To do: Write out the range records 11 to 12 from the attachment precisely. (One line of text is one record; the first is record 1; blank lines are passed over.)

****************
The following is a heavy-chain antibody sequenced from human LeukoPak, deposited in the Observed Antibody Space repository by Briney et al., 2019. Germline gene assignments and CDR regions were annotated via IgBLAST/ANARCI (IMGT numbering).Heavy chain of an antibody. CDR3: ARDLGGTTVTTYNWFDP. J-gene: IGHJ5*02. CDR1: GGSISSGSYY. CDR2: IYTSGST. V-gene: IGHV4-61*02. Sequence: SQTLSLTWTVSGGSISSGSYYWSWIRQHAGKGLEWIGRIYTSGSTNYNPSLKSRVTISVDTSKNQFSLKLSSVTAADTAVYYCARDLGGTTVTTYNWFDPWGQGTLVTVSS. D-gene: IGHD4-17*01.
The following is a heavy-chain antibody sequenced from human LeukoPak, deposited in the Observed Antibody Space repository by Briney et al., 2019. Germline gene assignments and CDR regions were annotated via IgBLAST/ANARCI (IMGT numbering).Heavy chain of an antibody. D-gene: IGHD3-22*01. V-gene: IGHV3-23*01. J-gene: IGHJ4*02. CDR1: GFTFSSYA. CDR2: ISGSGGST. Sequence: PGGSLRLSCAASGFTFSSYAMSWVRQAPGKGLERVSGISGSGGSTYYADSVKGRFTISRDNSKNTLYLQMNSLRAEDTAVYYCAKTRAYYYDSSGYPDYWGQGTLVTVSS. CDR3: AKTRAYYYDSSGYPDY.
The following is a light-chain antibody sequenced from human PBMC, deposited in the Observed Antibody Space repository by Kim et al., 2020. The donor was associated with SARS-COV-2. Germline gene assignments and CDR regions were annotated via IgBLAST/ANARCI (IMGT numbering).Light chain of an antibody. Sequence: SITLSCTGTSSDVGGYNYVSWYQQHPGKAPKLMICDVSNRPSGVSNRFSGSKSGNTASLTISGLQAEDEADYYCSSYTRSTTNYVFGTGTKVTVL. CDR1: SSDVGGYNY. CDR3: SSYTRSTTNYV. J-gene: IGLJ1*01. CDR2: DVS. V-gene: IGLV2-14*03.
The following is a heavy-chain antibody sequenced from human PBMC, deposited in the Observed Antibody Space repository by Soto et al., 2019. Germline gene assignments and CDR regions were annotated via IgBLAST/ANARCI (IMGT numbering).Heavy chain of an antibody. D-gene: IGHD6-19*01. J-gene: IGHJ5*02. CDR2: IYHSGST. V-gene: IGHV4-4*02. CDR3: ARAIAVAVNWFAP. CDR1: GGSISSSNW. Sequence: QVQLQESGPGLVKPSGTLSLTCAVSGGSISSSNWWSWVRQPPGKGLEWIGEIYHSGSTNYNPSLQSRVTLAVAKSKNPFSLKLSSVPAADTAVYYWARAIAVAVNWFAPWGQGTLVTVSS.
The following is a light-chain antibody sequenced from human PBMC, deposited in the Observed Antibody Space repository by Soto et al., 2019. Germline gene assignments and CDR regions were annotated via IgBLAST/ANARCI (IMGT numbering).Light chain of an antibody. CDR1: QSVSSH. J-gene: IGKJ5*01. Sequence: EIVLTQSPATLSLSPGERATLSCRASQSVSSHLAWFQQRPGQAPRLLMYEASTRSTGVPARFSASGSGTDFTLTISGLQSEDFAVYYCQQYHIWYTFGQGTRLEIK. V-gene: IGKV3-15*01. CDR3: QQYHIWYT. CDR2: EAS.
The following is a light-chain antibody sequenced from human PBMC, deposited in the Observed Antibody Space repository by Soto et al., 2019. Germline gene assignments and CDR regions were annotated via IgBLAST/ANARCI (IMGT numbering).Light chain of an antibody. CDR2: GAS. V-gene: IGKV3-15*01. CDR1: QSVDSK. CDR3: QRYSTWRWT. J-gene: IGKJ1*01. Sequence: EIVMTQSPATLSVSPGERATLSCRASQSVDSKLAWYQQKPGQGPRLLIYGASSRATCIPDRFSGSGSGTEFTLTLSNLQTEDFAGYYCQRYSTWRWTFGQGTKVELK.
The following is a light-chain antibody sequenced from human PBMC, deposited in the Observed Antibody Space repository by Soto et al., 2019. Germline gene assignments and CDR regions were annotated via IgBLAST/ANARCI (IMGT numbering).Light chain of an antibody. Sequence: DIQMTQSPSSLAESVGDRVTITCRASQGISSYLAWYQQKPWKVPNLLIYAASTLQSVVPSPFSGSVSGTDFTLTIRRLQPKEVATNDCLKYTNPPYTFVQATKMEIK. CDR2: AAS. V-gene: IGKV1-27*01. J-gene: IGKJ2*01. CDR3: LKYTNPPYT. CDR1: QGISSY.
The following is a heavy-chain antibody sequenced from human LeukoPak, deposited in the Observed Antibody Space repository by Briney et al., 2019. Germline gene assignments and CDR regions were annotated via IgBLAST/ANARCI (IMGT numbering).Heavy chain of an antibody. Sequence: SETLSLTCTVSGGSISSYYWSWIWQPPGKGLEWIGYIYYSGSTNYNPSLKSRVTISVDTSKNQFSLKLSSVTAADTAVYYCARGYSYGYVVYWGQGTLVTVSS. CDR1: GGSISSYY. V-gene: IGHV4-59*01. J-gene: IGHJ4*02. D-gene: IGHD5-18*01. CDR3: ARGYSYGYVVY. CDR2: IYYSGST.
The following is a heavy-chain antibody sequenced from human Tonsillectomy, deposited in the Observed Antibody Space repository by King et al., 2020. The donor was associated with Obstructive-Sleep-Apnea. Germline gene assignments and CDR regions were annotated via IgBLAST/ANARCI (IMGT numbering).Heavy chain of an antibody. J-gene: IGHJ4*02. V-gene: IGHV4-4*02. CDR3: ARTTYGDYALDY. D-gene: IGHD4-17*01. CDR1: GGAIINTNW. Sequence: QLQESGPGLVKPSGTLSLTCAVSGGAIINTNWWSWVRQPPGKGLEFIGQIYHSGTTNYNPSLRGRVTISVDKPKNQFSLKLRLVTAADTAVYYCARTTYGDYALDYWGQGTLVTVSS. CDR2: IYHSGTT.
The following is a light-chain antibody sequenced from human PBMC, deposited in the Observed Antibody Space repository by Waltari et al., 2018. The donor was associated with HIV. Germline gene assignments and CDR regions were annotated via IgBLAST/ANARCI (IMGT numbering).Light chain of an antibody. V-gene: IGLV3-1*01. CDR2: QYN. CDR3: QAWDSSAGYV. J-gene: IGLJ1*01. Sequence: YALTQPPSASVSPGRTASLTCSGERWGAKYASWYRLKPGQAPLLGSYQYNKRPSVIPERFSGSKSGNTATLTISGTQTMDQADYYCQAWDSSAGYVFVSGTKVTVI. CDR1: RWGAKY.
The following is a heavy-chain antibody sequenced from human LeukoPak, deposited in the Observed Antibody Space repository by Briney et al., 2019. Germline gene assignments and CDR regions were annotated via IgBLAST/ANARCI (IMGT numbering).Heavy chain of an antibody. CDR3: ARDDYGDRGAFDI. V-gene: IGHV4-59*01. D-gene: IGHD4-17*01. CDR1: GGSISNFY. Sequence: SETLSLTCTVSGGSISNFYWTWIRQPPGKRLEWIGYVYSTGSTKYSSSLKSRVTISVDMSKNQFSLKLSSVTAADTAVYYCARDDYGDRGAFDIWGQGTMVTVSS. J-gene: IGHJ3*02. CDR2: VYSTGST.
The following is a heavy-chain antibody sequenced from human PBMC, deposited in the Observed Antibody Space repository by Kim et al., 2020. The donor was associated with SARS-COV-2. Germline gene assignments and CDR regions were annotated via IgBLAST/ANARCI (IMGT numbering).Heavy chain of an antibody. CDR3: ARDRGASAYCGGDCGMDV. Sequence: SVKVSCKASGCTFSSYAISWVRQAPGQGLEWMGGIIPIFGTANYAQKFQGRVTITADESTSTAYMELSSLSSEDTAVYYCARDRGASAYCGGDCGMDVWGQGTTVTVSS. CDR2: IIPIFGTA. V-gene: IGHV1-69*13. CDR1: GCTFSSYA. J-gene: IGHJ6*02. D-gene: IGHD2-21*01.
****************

The following is a heavy-chain antibody sequenced from human LeukoPak, deposited in the Observed Antibody Space repository by Briney et al., 2019. Germline gene assignments and CDR regions were annotated via IgBLAST/ANARCI (IMGT numbering).Heavy chain of an antibody. CDR3: ARDDYGDRGAFDI. V-gene: IGHV4-59*01. D-gene: IGHD4-17*01. CDR1: GGSISNFY. Sequence: SETLSLTCTVSGGSISNFYWTWIRQPPGKRLEWIGYVYSTGSTKYSSSLKSRVTISVDMSKNQFSLKLSSVTAADTAVYYCARDDYGDRGAFDIWGQGTMVTVSS. J-gene: IGHJ3*02. CDR2: VYSTGST.
The following is a heavy-chain antibody sequenced from human PBMC, deposited in the Observed Antibody Space repository by Kim et al., 2020. The donor was associated with SARS-COV-2. Germline gene assignments and CDR regions were annotated via IgBLAST/ANARCI (IMGT numbering).Heavy chain of an antibody. CDR3: ARDRGASAYCGGDCGMDV. Sequence: SVKVSCKASGCTFSSYAISWVRQAPGQGLEWMGGIIPIFGTANYAQKFQGRVTITADESTSTAYMELSSLSSEDTAVYYCARDRGASAYCGGDCGMDVWGQGTTVTVSS. CDR2: IIPIFGTA. V-gene: IGHV1-69*13. CDR1: GCTFSSYA. J-gene: IGHJ6*02. D-gene: IGHD2-21*01.